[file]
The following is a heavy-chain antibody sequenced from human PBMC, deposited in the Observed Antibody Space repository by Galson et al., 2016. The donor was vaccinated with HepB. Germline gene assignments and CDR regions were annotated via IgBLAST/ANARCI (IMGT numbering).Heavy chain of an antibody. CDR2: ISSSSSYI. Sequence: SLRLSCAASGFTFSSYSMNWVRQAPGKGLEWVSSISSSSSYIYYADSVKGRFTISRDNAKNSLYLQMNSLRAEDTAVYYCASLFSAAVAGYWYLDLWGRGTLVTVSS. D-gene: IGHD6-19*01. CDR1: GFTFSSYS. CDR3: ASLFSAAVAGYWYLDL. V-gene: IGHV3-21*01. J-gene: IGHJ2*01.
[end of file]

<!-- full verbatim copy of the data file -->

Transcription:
The following is a heavy-chain antibody sequenced from human PBMC, deposited in the Observed Antibody Space repository by Galson et al., 2016. The donor was vaccinated with HepB. Germline gene assignments and CDR regions were annotated via IgBLAST/ANARCI (IMGT numbering).Heavy chain of an antibody. CDR2: ISSSSSYI. Sequence: SLRLSCAASGFTFSSYSMNWVRQAPGKGLEWVSSISSSSSYIYYADSVKGRFTISRDNAKNSLYLQMNSLRAEDTAVYYCASLFSAAVAGYWYLDLWGRGTLVTVSS. D-gene: IGHD6-19*01. CDR1: GFTFSSYS. CDR3: ASLFSAAVAGYWYLDL. V-gene: IGHV3-21*01. J-gene: IGHJ2*01.